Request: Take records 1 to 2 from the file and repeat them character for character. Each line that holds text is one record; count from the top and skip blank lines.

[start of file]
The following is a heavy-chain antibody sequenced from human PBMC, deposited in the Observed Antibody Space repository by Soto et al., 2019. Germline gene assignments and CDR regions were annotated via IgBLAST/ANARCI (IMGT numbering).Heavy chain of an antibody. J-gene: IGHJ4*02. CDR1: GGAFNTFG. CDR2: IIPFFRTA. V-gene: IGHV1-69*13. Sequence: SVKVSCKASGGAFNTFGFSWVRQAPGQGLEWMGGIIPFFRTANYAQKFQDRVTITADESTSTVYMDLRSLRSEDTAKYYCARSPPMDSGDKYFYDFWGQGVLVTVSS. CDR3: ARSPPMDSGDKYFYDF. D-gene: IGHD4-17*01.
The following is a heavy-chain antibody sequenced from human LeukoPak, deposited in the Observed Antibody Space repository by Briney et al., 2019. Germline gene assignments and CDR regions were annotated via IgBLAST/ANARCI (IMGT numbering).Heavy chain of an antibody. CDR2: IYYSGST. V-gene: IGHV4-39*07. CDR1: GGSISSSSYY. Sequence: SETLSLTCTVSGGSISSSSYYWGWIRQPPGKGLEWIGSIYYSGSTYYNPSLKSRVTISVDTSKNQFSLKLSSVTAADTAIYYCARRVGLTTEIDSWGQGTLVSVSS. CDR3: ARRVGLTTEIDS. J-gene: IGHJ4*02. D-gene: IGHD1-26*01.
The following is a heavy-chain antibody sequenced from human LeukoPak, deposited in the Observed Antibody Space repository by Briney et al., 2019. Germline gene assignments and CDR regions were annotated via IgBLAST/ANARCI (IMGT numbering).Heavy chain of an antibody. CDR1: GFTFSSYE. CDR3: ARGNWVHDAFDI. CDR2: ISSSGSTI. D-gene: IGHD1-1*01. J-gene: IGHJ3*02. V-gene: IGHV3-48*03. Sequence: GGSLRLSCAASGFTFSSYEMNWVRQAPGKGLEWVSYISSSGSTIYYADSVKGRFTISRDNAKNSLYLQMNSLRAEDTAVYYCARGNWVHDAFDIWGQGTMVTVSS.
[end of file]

The following is a heavy-chain antibody sequenced from human PBMC, deposited in the Observed Antibody Space repository by Soto et al., 2019. Germline gene assignments and CDR regions were annotated via IgBLAST/ANARCI (IMGT numbering).Heavy chain of an antibody. J-gene: IGHJ4*02. CDR1: GGAFNTFG. CDR2: IIPFFRTA. V-gene: IGHV1-69*13. Sequence: SVKVSCKASGGAFNTFGFSWVRQAPGQGLEWMGGIIPFFRTANYAQKFQDRVTITADESTSTVYMDLRSLRSEDTAKYYCARSPPMDSGDKYFYDFWGQGVLVTVSS. CDR3: ARSPPMDSGDKYFYDF. D-gene: IGHD4-17*01.
The following is a heavy-chain antibody sequenced from human LeukoPak, deposited in the Observed Antibody Space repository by Briney et al., 2019. Germline gene assignments and CDR regions were annotated via IgBLAST/ANARCI (IMGT numbering).Heavy chain of an antibody. CDR2: IYYSGST. V-gene: IGHV4-39*07. CDR1: GGSISSSSYY. Sequence: SETLSLTCTVSGGSISSSSYYWGWIRQPPGKGLEWIGSIYYSGSTYYNPSLKSRVTISVDTSKNQFSLKLSSVTAADTAIYYCARRVGLTTEIDSWGQGTLVSVSS. CDR3: ARRVGLTTEIDS. J-gene: IGHJ4*02. D-gene: IGHD1-26*01.